Charges dropped against Mississauga woman shot and Tasered by Peel Police

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Published March 25, 2021 at 3:48 pm

chantellekrupka

Chantelle Krupka says she and her partner, Michael Hedley, are where they are today because of the support they have received from the community.

A day after the Mississauga woman had all charges against her and Hedley dropped stemming from an incident last May that resulted in her being shot and Tasered by Peel Regional Police at her home, the couple held a press conference outside the Brampton Courthouse to express thanks for those who have rallied behind them.  

“What we want to make clear is that it was the power of the people, power of the community that made this happen,” Krupka said. “It was the people behind us who came in here and (sat) with us and loudly stood against what is wrong.

“We will continue to do this for other families, so they see some justice as well.

Krupka and Headley were charged following an incident on Mother’s Day in 2020 when two officers responded to a call about a domestic incident at her Mississauga residence.

Both were Tasered by the officers and Krupka was shot in the abdomen.

After the incident, Krupka was charged with possession for the purpose of distributing and laundering proceeds of crime, while Headley was also charged with obstructing a peace officer and assaulting a police officer.

Krupka and Headley have maintained their innocence and say they are now planning on pursuing civil action against Peel police.

“These were false charges that were placed upon me to try and justify their behaviours that night and we’re not going to let that stand. We’re not going to let that stand at all,” said Headley, whose charges were dropped Tuesday, while his trafficking charges were dropped last month.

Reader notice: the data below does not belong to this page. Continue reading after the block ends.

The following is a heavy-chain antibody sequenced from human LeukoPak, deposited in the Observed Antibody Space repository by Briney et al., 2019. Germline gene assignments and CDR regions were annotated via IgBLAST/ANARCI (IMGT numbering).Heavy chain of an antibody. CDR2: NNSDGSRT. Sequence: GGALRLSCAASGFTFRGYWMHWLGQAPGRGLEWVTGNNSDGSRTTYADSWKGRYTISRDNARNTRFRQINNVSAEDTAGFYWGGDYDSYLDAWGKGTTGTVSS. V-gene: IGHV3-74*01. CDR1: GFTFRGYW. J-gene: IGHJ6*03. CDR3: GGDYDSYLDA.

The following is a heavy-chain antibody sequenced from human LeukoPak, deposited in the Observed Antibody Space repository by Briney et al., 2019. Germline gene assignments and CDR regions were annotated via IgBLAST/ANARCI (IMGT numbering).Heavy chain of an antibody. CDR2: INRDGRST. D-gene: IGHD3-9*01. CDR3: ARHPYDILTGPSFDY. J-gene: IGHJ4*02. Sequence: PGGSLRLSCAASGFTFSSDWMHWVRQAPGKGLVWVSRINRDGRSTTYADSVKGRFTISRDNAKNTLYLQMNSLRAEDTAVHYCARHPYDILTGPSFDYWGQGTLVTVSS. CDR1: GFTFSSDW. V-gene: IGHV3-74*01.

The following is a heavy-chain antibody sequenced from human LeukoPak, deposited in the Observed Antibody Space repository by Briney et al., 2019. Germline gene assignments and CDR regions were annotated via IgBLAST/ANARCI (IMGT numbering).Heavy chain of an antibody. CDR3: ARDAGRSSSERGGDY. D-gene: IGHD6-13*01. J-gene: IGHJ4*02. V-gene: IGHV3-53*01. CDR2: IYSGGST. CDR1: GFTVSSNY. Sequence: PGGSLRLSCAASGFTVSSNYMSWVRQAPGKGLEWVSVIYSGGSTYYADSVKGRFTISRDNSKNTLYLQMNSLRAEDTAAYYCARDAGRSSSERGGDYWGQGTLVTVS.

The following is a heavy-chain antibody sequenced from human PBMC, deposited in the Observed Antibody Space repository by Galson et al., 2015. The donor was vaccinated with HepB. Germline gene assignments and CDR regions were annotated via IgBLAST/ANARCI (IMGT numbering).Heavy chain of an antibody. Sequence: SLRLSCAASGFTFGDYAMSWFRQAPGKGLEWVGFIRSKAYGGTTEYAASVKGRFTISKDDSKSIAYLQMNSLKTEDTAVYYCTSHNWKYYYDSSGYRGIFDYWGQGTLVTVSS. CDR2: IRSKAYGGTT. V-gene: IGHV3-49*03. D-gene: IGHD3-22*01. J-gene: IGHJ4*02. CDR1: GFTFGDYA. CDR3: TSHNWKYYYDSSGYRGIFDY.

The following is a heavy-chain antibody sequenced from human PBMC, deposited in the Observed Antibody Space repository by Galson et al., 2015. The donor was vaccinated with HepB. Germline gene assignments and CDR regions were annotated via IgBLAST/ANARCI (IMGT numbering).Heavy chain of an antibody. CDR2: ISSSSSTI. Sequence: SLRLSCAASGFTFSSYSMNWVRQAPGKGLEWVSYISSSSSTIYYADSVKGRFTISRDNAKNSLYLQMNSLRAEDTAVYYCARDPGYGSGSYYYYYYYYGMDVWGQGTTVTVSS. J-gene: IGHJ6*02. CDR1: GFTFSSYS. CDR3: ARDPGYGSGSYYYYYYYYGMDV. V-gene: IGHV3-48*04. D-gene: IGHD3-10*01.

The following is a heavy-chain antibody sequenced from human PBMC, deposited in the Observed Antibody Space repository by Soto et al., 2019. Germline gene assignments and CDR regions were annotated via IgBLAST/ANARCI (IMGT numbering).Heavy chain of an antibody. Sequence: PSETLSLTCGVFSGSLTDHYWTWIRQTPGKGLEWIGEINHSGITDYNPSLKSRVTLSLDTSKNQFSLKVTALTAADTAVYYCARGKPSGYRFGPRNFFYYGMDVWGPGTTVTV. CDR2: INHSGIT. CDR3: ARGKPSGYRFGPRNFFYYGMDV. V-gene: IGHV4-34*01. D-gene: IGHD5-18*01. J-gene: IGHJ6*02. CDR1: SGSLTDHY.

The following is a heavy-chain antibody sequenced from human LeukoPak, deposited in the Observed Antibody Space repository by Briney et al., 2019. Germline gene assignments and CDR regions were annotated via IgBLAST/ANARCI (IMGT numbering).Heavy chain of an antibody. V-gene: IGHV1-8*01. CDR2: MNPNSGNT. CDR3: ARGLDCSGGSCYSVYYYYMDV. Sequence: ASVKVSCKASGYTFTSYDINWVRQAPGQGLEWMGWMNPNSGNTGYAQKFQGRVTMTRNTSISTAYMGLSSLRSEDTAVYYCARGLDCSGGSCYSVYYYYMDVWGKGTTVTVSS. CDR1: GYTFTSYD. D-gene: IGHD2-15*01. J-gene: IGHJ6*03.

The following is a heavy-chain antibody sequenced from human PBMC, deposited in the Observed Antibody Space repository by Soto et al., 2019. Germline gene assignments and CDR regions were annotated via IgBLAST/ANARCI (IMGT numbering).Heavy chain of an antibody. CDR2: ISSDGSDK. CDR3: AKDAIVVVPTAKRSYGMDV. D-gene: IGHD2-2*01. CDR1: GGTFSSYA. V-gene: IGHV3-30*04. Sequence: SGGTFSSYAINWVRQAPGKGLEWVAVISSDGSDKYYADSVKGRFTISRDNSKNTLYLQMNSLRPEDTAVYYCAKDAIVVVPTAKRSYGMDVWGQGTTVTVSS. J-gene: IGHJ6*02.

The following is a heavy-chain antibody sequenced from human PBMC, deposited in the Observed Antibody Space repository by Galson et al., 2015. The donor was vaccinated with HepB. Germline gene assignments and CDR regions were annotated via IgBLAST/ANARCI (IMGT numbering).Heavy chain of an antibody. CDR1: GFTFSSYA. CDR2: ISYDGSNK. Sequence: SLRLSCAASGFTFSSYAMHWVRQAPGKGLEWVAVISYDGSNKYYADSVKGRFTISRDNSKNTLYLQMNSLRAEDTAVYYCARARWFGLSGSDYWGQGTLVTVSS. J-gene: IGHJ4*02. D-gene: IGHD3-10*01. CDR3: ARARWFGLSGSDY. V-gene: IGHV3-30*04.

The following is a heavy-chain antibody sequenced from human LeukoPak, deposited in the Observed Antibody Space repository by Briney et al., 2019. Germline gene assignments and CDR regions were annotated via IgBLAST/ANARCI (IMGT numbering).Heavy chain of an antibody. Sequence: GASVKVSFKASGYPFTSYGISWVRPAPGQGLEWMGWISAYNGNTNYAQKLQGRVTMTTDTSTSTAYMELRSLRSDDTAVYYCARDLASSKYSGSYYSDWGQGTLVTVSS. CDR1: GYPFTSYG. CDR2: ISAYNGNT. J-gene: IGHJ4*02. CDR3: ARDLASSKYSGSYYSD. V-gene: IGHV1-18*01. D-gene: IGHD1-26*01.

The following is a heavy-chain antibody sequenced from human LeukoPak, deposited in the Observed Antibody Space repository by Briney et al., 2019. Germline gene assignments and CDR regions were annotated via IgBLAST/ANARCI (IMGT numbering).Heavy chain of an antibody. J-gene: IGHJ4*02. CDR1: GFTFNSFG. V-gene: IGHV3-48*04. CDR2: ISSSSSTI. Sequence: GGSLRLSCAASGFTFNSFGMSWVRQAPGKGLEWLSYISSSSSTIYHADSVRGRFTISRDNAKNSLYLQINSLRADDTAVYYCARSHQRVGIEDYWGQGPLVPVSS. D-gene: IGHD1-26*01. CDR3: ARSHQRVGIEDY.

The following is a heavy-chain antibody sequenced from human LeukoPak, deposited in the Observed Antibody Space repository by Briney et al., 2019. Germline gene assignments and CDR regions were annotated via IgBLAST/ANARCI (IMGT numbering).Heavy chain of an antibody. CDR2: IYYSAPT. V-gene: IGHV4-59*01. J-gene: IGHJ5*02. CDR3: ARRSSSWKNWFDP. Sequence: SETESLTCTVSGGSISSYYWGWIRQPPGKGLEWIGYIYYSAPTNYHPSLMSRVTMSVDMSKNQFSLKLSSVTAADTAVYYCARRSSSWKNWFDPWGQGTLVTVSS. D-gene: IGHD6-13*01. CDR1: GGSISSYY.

“We just wanted to let the community know that this is what the police do to try and justify their actions in any way, shape or form. But it’s also to stand strong, maintain your innocence and stay organized, and have a community behind you. Then justice will prevail.”

While Headley says it “feels amazing” to have the charges dropped, this last year has been difficult for him and Krupka.

“The whole time I knew I’m completely innocent and that, but it’s heavy weighing on your shoulders and weighing over your head just thinking the system is right there ready to snatch you up and put you away,” he said.

“It’s scary. Trust me, it’s not something anybody wants to go through in any type of situation.”

Const. Valerie Briffa, who shot Krupka, was later charged by Ontario’s Special Investigations Unit (SIU) with criminal negligence causing bodily harm, assault with a weapon and careless use of a firearm.

The offences carry the possibility of jail time.

Briffa would resign from the police service shortly after she was charged.

“That night the officers approached us, from the moment they called us, they were aggressive,” Krupka said. “They had their mind made up that we were just bad. Just the bad guys and they acted upon that.”

Asked about her recovery, Krupka says she is getting better by the day. She said she’s pregnant now and that the recovery has complicated things, but she maintains she is being taken care of and trying to stay healthy.

“The most important thing is trying to keep our minds healthy, because the trauma from this is still, even though it’s coming up on a year, there’s still night terrors, there’s still flashbacks,” she said. “It was the mental part that was the most damaging, but we’re definitely pushing through.

“Again, with the support of the community we feel empowered and feel supported.”     

Krupka is still facing a charge of mischief over $5,000 after her alleged involvement in a December rally outside a Peel police office.

Cover photo taken from video shared by the Malton People’s Movement on its official Instagram account

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